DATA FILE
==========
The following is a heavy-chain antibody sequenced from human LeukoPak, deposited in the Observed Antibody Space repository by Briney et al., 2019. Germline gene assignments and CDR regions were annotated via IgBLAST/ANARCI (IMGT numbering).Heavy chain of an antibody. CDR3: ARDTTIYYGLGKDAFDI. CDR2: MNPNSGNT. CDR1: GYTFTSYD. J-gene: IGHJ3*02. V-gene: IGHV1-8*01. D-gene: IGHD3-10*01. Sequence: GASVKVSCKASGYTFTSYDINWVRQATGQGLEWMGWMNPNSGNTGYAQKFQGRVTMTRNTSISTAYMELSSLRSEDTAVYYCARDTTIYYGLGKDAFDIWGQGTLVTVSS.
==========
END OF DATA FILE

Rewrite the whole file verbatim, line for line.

The following is a heavy-chain antibody sequenced from human LeukoPak, deposited in the Observed Antibody Space repository by Briney et al., 2019. Germline gene assignments and CDR regions were annotated via IgBLAST/ANARCI (IMGT numbering).Heavy chain of an antibody. CDR3: ARDTTIYYGLGKDAFDI. CDR2: MNPNSGNT. CDR1: GYTFTSYD. J-gene: IGHJ3*02. V-gene: IGHV1-8*01. D-gene: IGHD3-10*01. Sequence: GASVKVSCKASGYTFTSYDINWVRQATGQGLEWMGWMNPNSGNTGYAQKFQGRVTMTRNTSISTAYMELSSLRSEDTAVYYCARDTTIYYGLGKDAFDIWGQGTLVTVSS.